Now the serpent was more crafty than any other wild animal that the Lord God had made. He said to the woman, “Did God say, ‘You shall not eat from any tree in the garden’?” The woman said to the serpent, “We may eat of the fruit of the trees in the garden; but God said, ‘You shall not eat of the fruit of the tree that is in the middle of the garden, nor shall you touch it, or you shall die.’” But the serpent said to the woman, “You will not die; for God knows that when you eat of it your eyes will be opened, and you will be like God, knowing good and evil.” So when the woman saw that the tree was good for food, and that it was a delight to the eyes, and that the tree was to be desired to make one wise, she took of its fruit and ate; and she also gave some to her husband, who was with her, and he ate. Then the eyes of both were opened, and they knew that they were naked; and they sewed fig leaves together and made loincloths for themselves.

They heard the sound of the Lord God walking in the garden at the time of the evening breeze, and the man and his wife hid themselves from the presence of the Lord God among the trees of the garden. But the Lord God called to the man, and said to him, “Where are you?” 10 He said, “I heard the sound of you in the garden, and I was afraid, because I was naked; and I hid myself.” 11 He said, “Who told you that you were naked? Have you eaten from the tree of which I commanded you not to eat?” 12 The man said, “The woman whom you gave to be with me, she gave me fruit from the tree, and I ate.” 13 Then the Lord God said to the woman, “What is this that you have done?” The woman said, “The serpent tricked me, and I ate.” 14 The Lord God said to the serpent,

“Because you have done this,
    cursed are you among all animals
    and among all wild creatures;
upon your belly you shall go,
    and dust you shall eat
    all the days of your life.
15 I will put enmity between you and the woman,
    and between your offspring and hers;
he will strike your head,
    and you will strike his heel.”

16 To the woman he said,

“I will greatly increase your pangs in childbearing;
    in pain you shall bring forth children,
yet your desire shall be for your husband,
    and he shall rule over you.”

17 And to the man he said,

“Because you have listened to the voice of your wife,
    and have eaten of the tree
about which I commanded you,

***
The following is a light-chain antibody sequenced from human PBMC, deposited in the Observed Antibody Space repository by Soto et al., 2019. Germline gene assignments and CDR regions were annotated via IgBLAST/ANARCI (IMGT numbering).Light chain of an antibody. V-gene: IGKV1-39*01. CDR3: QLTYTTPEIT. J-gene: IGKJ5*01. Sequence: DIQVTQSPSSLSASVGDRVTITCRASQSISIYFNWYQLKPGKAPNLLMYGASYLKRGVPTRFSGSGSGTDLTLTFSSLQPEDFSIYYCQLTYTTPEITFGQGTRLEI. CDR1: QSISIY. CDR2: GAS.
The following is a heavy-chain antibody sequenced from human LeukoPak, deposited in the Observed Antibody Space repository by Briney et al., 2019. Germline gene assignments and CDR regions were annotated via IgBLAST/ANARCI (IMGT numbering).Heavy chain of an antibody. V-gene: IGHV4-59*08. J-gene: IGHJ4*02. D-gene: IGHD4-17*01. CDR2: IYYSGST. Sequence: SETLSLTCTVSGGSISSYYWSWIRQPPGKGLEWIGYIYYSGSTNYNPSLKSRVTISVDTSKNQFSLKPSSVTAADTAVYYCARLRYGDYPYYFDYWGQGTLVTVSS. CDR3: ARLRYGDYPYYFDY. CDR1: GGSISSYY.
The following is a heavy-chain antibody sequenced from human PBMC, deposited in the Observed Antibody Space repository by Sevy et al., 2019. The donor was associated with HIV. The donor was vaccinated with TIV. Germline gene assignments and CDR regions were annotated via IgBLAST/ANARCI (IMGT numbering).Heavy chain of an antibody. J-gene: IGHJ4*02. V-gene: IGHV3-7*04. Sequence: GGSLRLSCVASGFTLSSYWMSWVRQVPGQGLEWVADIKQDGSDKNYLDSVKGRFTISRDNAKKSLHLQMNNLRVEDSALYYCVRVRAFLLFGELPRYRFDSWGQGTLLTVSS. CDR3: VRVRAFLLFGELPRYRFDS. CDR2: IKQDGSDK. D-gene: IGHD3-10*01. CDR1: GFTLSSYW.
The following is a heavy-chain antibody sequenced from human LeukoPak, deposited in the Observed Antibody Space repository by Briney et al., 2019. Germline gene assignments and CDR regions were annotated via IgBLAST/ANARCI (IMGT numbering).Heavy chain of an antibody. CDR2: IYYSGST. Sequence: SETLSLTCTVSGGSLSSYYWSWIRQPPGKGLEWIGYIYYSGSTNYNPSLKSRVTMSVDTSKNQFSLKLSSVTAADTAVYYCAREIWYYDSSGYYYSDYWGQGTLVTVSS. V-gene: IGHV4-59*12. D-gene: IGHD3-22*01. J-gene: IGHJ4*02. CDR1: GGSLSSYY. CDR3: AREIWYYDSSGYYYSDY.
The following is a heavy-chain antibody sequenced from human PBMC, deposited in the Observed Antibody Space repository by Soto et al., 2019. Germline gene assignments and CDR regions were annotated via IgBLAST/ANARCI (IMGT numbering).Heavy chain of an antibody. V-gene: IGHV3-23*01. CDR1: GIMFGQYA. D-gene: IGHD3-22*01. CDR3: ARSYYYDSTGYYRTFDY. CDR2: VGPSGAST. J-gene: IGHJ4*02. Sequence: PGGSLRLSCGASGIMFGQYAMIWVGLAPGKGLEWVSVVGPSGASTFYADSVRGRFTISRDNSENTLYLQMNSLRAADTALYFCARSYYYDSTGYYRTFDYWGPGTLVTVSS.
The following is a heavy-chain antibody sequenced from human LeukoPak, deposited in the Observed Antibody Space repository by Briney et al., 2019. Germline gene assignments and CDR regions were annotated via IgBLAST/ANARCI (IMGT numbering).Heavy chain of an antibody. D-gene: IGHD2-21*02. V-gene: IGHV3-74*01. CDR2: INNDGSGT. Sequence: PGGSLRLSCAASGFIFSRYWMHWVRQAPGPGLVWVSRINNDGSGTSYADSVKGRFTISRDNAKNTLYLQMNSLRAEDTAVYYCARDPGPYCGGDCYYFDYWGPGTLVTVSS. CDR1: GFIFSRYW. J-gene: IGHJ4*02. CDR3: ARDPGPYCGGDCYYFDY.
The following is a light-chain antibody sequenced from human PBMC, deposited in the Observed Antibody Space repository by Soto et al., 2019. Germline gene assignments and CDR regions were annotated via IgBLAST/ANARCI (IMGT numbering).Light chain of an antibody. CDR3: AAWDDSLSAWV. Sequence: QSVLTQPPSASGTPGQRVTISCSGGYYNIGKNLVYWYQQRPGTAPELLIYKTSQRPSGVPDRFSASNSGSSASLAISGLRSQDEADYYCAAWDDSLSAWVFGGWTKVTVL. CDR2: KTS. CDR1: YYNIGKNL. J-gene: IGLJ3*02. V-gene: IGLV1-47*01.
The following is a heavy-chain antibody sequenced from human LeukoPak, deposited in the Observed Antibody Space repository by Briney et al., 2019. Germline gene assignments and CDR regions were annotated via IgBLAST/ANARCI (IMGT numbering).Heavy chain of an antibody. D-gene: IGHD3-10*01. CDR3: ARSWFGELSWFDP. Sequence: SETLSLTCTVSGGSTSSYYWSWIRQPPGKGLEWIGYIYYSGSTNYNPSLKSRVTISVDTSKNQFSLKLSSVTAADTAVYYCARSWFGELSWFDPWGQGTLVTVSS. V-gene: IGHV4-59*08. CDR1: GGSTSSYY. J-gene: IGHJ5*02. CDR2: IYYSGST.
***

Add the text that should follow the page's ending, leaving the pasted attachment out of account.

‘You shall not eat of it,’
cursed is the ground because of you;
    in toil you shall eat of it all the days of your life.

The creation story from Genesis is a creative composition, not an historical record, which means that its primary purpose is not to impart factual (what we today would call “scientific”) information about the universe in its beginnings, but rather to awaken our mystical sensibilities to the cosmos as an epiphany of divine power, grace, and beauty.

Frankly, the Bible has no interest in history as such, for history has no meaning until it is caught up into some narrative or other that tells of its deeper intent, larger design, and higher purpose. Those who treat the Genesis myth as if it were a factual account of cosmic origins unwittingly (perhaps) drain the story of its true power.

Our challenge instead is to drop the judgment between fact or fiction and simply enter the myth at it is given. Only then can it do its work in shaping our vision of “the way things are” by pulling back the veil of habit and belief that screens our minds from the full glory of The Real.

Using this same approach to the interpretation of myth, we can read the subsequent chapter in the story, of Paradise Lost, as imaginative reflection on the fall out of union that each of us experiences in the rise to self-consciousness. The truth of the myth is very clear: The moment we eat of the tree of the knowledge of good and evil (or once we are faced with the necessity of choosing our course in life), we find ourselves in a race against time and death.

                                                                                             

The storyteller of Genesis was perceptive to a great paradox that lies at the center of human consciousness. Our ability to rise above animal impulse and to choose a course of action requires a freedom from the urgencies and blind drives of instinctual life. And yet, such freedom of intention brings with it a new-found capacity for reflective self-awareness, by which we come to see that we are mortal. Hence the blessing and the curse of our evolved intelligence.

Our moral freedom is surely an exquisite flower of God’s created order, but at the same time this very freedom exposes us to the eventuality (and anxious anticipation) of our own death.

Interpreters over the centuries have pondered this paradox, and many have come to the view that paradise must be lost if we are to have a chance at maturity. It is only Eden’s god, the nursery deity, that seeks to prevent our progress from the Garden of Delight. Just as the Prodigal Son in Jesus’ parable had to leave home and find the limits of a self-centered lifestyle before he could awaken to the experience of his father’s unconditional love, so must we venture forth and finally die to ourselves.

Only then can we enter the kingdom of God.

Christmas Joy

Posted: December 29, 2013 in ContraVerse

Christmas Joy